A former Arizona attorney general insisted Thursday that Gov. Evan Mecham could not legally loan $80,000 from his protocol fund to his automobile dealership because the funds were public money.
Jack LaSota, testifying a second day at Mecham's Senate impeachment trial, said the money raised at Mecham's inaugural ball belonged to the state because it was transferred to the governor's office, not Mecham personally.Had the money been transferred to Mecham, LaSota said it would have been private money. Such a gift would have had to been reported on Mecham's personal financial disclosure form for 1987, LaSota said.
The defense contends the money was private. However, it was not reported on Mecham's financial report, which was filed in February.
The question of whether the money was public or private is central to the prosecution's claim that Mecham broke the law in loaning the $80,000 from his so-called protocol fund to his Pontiac dealership in July 1987.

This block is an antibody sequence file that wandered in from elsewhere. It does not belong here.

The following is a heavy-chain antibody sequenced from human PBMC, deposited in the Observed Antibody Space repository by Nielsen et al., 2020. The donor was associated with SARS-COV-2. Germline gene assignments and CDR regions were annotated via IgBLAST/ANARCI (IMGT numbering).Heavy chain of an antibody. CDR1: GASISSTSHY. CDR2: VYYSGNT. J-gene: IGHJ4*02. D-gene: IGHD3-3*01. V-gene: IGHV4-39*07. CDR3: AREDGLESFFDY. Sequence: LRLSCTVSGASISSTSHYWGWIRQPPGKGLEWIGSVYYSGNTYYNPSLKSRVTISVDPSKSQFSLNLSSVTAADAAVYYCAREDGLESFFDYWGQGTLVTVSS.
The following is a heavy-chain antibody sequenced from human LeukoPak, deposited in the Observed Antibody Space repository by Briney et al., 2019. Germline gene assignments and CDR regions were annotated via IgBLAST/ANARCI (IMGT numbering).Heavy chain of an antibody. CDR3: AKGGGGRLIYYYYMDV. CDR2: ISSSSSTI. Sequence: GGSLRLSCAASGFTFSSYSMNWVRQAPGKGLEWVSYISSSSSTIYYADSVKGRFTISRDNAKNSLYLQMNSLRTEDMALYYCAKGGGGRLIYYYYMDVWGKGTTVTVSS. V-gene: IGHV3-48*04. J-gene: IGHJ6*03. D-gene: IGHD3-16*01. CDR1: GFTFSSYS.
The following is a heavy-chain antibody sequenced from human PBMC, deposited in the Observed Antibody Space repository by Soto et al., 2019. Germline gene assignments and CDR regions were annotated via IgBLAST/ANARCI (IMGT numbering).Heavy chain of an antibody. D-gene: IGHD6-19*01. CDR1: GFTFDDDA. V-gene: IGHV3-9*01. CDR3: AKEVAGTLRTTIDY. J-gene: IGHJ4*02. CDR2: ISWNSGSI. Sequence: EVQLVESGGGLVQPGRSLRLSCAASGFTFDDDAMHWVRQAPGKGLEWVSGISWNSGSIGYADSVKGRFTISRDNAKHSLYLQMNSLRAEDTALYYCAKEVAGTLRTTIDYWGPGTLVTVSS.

Mecham claims the money was for use at his discretion and that the loan was a good investment because it earned 9 percent interest instead of the 5 percent it was earning in the bank.
LaSota, who also served as chief of staff under Democratic Gov. Bruce Babbitt, declared Wednesday, "That money in my view was public money," and said lending it was illegal. He said that even if the money was considered to be private gifts or donations, the law restricts spending to promoting the interests of the state or promoting and encouraging citizens' public service.
Certified public accountant Randall Soresnen, hired by the prosecutors to inspect the auto dealership's records, testified Wednesday that Mecham Pontiac would have been overdrawn by more than $60,000 within in a week without the $80,000 loan.